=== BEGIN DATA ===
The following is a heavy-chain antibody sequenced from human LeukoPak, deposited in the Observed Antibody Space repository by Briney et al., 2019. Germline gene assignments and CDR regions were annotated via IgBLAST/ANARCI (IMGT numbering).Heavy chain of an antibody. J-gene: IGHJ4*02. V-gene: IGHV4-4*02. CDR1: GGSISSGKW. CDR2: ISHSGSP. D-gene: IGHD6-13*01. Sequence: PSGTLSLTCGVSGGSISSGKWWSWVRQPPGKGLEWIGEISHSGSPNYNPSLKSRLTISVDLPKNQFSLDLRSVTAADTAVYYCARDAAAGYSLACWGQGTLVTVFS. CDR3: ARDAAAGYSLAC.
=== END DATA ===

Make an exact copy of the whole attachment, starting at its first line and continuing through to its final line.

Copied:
The following is a heavy-chain antibody sequenced from human LeukoPak, deposited in the Observed Antibody Space repository by Briney et al., 2019. Germline gene assignments and CDR regions were annotated via IgBLAST/ANARCI (IMGT numbering).Heavy chain of an antibody. J-gene: IGHJ4*02. V-gene: IGHV4-4*02. CDR1: GGSISSGKW. CDR2: ISHSGSP. D-gene: IGHD6-13*01. Sequence: PSGTLSLTCGVSGGSISSGKWWSWVRQPPGKGLEWIGEISHSGSPNYNPSLKSRLTISVDLPKNQFSLDLRSVTAADTAVYYCARDAAAGYSLACWGQGTLVTVFS. CDR3: ARDAAAGYSLAC.